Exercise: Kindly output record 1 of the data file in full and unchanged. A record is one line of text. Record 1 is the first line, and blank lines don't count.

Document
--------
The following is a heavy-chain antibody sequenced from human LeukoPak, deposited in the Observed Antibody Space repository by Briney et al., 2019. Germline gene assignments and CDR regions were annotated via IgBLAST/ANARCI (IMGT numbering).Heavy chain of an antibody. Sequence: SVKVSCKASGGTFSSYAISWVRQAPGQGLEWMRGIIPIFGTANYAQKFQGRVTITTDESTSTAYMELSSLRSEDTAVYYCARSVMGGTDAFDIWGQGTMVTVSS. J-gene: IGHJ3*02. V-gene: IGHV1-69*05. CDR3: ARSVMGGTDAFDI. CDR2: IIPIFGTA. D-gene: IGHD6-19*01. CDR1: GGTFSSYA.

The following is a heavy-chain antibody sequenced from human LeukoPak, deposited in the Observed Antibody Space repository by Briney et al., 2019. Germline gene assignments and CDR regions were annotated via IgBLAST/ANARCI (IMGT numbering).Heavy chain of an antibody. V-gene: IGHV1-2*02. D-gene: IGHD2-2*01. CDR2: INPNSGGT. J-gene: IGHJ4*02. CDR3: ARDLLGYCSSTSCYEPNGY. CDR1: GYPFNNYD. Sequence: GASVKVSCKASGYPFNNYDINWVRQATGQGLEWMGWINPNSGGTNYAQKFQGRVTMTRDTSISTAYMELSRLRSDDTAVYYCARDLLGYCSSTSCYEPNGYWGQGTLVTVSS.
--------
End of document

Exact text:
The following is a heavy-chain antibody sequenced from human LeukoPak, deposited in the Observed Antibody Space repository by Briney et al., 2019. Germline gene assignments and CDR regions were annotated via IgBLAST/ANARCI (IMGT numbering).Heavy chain of an antibody. Sequence: SVKVSCKASGGTFSSYAISWVRQAPGQGLEWMRGIIPIFGTANYAQKFQGRVTITTDESTSTAYMELSSLRSEDTAVYYCARSVMGGTDAFDIWGQGTMVTVSS. J-gene: IGHJ3*02. V-gene: IGHV1-69*05. CDR3: ARSVMGGTDAFDI. CDR2: IIPIFGTA. D-gene: IGHD6-19*01. CDR1: GGTFSSYA.